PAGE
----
State Highway Marker

State Highway Marker

Wednesday, July 17, 2013

New Kent's Members of the House of Burgesses- Bios Part. II

Claiborne, William. The ancient family of Claiborne derives its name from the Manor of Claiborne or Cliborne in Westmoreland county England near the river Eden and which is named in the Domesday Book AD 1086. William Claiborne was born about 1587 and came to Virginia with Gov. Wyatt in 1621 in the employ of the Virginia Company as surveyor general of Virginia at a salary of thirty pounds a year a house and in all probability fees.

He quickly became prominent in colonial affairs and in 1624 was commissioned by the King as first royal secretary of state a position which he held off and on for eighteen years. In 1626 he became a member of the council. On July 22 1629 he received a commission from Gov. Pott appointing him captain and commander of all the forces to be levied for a war against the Indians and as a reward for the successful conduct of the campaign was granted in 1640 a tract of land on the Pamunkey river. In the latter year he petitioned the King to create an office which should have the keeping of the Virginia seal. The King referred the matter back to the governor and council of Virginia who decided that such an office was appropriate and appointed Claiborne to fill it. In 1634 through the influence of Harvey he lost his place as secretary of state but on Apr 6 1642 Charles I appointed him treasurer of Virginia for life.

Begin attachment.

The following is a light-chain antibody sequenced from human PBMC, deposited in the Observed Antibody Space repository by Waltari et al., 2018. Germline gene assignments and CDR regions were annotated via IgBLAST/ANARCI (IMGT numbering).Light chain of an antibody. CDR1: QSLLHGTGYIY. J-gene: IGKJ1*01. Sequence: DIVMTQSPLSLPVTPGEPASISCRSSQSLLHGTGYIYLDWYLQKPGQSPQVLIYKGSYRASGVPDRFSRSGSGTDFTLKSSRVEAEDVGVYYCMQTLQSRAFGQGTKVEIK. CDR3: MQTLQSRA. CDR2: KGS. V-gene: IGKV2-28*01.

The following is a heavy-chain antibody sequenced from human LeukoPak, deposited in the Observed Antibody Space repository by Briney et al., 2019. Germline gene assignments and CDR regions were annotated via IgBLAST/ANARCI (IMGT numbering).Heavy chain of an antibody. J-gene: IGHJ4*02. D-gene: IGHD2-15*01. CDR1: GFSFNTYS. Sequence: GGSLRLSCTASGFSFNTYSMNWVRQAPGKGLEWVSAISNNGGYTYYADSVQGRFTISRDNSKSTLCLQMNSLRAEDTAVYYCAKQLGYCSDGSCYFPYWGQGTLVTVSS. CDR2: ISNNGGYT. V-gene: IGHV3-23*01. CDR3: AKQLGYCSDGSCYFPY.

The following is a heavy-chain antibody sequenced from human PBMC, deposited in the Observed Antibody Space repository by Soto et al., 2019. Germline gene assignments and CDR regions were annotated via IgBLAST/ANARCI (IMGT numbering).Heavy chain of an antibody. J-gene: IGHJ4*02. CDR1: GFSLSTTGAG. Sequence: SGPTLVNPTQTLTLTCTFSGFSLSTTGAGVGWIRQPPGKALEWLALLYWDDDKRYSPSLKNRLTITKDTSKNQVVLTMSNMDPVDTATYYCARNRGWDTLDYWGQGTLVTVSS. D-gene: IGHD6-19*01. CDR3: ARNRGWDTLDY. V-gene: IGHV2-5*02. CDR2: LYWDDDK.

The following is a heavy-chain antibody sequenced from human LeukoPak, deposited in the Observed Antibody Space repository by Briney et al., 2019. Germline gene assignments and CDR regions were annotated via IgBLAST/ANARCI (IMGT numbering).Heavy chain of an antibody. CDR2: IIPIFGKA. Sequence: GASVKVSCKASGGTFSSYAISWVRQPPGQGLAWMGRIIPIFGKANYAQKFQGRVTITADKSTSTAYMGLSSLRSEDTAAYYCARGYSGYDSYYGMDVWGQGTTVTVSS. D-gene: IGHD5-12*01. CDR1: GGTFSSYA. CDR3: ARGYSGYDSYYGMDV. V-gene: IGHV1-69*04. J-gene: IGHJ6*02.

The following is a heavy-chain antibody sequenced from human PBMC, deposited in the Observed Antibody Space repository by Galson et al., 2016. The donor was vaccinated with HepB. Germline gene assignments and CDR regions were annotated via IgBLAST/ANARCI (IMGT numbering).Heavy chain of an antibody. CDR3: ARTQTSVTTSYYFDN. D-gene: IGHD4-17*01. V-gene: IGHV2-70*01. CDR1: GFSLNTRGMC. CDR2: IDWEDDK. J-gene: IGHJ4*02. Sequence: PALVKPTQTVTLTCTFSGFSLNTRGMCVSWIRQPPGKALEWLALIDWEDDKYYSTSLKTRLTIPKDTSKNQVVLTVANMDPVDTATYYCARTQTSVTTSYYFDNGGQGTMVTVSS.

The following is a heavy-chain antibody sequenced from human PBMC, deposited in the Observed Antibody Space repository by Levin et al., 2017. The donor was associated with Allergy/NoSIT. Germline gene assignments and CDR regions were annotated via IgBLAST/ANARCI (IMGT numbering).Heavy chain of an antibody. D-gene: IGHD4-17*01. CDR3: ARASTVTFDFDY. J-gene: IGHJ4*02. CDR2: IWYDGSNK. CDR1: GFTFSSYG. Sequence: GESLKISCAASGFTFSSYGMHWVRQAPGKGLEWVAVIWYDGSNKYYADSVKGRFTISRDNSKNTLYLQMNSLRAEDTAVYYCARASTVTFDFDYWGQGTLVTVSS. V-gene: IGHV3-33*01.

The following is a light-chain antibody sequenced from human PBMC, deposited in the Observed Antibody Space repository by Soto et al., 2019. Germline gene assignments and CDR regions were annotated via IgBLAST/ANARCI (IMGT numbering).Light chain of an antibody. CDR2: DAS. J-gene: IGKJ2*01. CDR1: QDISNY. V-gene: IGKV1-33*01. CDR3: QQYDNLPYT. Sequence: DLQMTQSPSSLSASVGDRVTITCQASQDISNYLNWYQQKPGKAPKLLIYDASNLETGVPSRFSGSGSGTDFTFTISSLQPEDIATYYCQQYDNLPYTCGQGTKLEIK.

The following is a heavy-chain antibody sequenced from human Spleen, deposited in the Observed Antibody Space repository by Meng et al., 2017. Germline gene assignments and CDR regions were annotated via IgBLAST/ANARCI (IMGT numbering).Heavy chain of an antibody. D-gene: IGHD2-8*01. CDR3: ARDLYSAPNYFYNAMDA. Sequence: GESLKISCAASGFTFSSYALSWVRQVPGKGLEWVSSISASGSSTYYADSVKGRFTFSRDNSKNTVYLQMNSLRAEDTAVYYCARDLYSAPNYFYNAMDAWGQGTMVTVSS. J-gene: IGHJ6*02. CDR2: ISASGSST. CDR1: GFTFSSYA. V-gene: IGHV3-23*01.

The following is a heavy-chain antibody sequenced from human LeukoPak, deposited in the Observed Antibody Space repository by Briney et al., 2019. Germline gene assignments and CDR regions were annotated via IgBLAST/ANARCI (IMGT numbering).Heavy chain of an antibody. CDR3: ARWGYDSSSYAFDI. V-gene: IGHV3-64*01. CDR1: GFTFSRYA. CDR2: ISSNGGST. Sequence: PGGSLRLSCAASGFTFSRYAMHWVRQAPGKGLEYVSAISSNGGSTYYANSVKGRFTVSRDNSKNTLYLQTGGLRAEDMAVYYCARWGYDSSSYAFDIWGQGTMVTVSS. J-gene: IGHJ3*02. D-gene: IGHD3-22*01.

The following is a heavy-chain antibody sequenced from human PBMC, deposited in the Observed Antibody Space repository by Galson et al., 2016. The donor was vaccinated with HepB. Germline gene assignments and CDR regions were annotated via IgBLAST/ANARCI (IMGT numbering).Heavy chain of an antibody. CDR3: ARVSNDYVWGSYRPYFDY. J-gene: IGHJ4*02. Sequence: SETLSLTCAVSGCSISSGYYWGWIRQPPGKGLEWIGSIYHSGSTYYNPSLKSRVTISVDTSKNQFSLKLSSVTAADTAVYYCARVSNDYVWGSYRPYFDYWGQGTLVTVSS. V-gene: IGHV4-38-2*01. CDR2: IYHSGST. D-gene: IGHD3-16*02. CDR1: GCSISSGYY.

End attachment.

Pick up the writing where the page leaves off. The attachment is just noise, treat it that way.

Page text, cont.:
He again commanded forces against the Indians in 1644 and again received a grant of land in reward Claiborne was a great explorer and traded with the Indians as well as fought them. In 1627 the government of Virginia gave him permission to discover the source of Chesapeake Bay and explore any body of water between the thirty fourth and forty first parallels of latitude and on May 16, 1631 the King granted a license to “our trusty and well beloved Wm Claiborne” to trade in the colonies of New England and New Scotland, and commanded Gov Harvey and the council to allow him to do so. Claiborne soon afterwards established a trading post on Kent Island near the present city of Annapolis and this caused him to oppose with great persistence the efforts of the Baltimores to establish the colony of Maryland. When in 1632 that part of Virginia lying north of the Potomac was granted to Cecilius Calvert, Lord Baltimore, the Virginians including Claiborne protested against it on the ground that it was a territorial spoliation. They brought the matter before the King and urged that in revoking the charter and assembling control over Virginia both his father James and himself had given assurances that the intention was to alter the form of government not to dispute property rights.